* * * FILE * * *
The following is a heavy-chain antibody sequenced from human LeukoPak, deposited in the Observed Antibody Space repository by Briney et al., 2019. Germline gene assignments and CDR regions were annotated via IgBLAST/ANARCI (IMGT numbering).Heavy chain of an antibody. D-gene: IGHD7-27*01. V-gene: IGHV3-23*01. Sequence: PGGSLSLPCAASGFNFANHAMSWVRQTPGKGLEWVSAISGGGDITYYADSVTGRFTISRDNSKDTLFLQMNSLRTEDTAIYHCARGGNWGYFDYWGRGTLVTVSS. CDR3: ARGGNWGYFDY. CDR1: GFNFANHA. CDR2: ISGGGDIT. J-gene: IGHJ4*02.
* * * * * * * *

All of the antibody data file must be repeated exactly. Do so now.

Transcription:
The following is a heavy-chain antibody sequenced from human LeukoPak, deposited in the Observed Antibody Space repository by Briney et al., 2019. Germline gene assignments and CDR regions were annotated via IgBLAST/ANARCI (IMGT numbering).Heavy chain of an antibody. D-gene: IGHD7-27*01. V-gene: IGHV3-23*01. Sequence: PGGSLSLPCAASGFNFANHAMSWVRQTPGKGLEWVSAISGGGDITYYADSVTGRFTISRDNSKDTLFLQMNSLRTEDTAIYHCARGGNWGYFDYWGRGTLVTVSS. CDR3: ARGGNWGYFDY. CDR1: GFNFANHA. CDR2: ISGGGDIT. J-gene: IGHJ4*02.